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E-ISSN: 2314-7326
P-ISSN: 2314-7334
Journal of Neuroinfectious Diseases
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Alzheimer's disease: a novel hypothesis for the development and the subsequent role of beta amyloid

Herbert B Allen*, Diego Morales, Krister Jones and Suresh G Joshi

Drexel University College of Medicine, Philadelphia, USA

*Corresponding Author:
Herbert B Allen
Drexel University College of Medicine, Philadelphia, USA
Tel: 2157625550
Fax: 2157625570
E-mail: [email protected]

Received date: March 23, 2016; Accepted date: April 23, 2016; Published date: April 25, 2016

Citation: Allen HB, Morales D, Jones K, Joshi SG (2016) Alzheimers Disease: A Novel Hypothesis for the Development and the Subsequent Role of Beta Amyloid. J Neuroinfect Dis 7:211. doi:10.4172/2314-7326.1000211

Copyright: © 2016 Allen HB, et al. This is an open-access article distributed under the terms of the Creative Commons Attribution License, which permits unrestricted use, distribution, and reproduction in any medium, provided the original author and source are credited.

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Abstract

Spirochetes, biofilms, innate immune system activity have all been recently found in the brains of Alzheimer's disease patients. The mechanism and actions of those entities in producing the disease were postulated in those studies. The production and role of beta amyloid were not included in the discussion; we hypothesize herein how the development of that molecule occurs as a result of the Toll-like receptor 2 activation leading not only to TNFα, but also NFκB which themselves have been previously shown to induce the secretases necessary to cleave the amyloid precursor protein. This leads directly to beta amyloid. The beta amyloid (Aβ) has been shown to be antimicrobial, and its presence on and around the hippocampal plaques (the pathological hallmark of Alzheimer's disease) has been demonstrated. It becomes apparent that the Aβ tries to kill the spirochetes but cannot penetrate the biofilm. Its buildup then interrupts and destroys the neurocircuitry of the brains.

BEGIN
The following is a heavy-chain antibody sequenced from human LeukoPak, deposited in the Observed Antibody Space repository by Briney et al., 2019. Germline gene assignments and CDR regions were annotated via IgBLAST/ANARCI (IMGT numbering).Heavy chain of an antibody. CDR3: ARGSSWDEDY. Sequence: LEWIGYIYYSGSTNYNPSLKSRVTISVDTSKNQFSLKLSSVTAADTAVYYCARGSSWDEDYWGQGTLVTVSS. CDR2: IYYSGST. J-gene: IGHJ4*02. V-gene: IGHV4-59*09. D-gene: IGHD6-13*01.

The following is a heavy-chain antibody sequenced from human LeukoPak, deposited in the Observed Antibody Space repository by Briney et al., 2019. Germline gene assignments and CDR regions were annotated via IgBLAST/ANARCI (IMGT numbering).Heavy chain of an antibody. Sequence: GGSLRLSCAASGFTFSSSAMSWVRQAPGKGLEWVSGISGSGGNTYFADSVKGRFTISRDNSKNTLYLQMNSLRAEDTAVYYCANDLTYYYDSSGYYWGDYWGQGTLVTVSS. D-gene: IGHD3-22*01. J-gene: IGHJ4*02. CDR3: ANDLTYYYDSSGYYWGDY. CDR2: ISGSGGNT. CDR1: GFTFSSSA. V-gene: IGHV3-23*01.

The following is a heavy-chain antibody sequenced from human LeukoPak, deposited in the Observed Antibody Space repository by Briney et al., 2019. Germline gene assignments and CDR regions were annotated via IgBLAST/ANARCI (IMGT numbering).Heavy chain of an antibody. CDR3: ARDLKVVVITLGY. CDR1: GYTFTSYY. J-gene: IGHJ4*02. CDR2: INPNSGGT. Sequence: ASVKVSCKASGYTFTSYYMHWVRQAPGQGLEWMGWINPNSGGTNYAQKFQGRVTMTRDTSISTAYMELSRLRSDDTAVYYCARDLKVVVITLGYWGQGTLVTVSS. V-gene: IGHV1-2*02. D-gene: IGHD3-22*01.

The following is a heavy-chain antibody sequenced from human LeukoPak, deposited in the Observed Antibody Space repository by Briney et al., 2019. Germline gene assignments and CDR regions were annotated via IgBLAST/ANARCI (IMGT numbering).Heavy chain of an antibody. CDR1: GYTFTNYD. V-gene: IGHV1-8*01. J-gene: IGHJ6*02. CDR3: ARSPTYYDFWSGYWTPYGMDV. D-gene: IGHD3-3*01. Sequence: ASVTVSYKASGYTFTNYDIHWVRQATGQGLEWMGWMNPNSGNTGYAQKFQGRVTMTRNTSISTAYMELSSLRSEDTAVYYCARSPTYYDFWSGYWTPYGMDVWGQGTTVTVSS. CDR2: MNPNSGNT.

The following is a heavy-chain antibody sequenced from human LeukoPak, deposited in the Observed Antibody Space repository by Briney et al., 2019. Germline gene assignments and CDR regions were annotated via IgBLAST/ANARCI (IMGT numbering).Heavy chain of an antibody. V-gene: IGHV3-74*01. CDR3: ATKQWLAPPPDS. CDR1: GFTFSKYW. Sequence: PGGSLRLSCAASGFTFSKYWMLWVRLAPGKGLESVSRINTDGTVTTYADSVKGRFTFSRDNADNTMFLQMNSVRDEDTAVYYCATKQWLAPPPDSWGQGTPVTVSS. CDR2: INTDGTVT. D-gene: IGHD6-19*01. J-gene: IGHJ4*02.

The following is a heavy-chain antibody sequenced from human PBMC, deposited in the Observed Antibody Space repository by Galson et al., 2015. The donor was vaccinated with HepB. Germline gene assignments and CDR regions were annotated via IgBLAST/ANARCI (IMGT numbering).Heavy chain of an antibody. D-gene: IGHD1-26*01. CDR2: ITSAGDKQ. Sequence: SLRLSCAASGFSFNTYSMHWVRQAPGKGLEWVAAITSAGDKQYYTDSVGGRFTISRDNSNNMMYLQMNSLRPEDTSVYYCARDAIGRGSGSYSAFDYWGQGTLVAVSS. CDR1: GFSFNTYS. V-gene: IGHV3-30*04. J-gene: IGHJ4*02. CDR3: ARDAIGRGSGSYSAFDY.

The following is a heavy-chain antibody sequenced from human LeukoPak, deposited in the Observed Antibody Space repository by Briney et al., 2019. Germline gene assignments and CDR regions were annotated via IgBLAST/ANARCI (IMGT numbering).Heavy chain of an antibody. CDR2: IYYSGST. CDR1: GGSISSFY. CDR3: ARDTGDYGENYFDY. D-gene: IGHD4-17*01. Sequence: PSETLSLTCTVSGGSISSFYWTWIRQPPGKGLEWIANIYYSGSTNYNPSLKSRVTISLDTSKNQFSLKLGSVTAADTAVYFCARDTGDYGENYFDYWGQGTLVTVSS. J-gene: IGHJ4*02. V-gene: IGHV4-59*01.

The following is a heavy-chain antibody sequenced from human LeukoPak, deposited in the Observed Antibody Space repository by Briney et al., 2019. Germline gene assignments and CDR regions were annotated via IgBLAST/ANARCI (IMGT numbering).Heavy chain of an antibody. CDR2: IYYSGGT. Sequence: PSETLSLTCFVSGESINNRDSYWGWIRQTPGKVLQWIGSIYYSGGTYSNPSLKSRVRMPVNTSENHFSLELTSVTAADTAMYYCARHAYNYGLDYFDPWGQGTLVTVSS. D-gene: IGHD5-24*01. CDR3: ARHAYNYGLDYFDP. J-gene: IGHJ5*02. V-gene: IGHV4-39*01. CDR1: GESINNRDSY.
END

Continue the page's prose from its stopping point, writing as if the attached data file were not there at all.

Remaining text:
Keywords

Spirochetes; Biofilm; Toll-like receptor 2; Secretases; TNFα; NFκB, Beta amyloid; Autoimmunity

Commentary

We recently have demonstrated pathologically that biofilms are present in the brains of Alzheimer’s disease (AD) patients [1] (Figure 1). The biofilms were undoubtedly created by the dental and Lyme spirochetes which have previously been shown to be present there [2-5]; consequently, these biofilms would represent a chronic infection [6]: We also provided immunopathological evidence that the innate immune system reactant, Toll-like receptor 2 (TLR 2), was upregulated in that same tissue (Figure 2). We postulated that TLR 2, while trying to destroy the spirochetes, could not penetrate the biofilm (Figure 3) and attacked the surrounding tissue instead [1]. We also alluded to the recent work showing how the adaptive immune system became involved after traumatic brain injury and very rapidly created much more devastating damage than the innate immune system [7].

Figure 1: Plaques in hippocampus of Alzheimer’s patient.

Hippocampus-Alzheimers-patient

Figure 2: Hippocampus of Alzheimer’s patient.

Figure

Figure 3: Culture of M. furfur (Saboraud’s medium).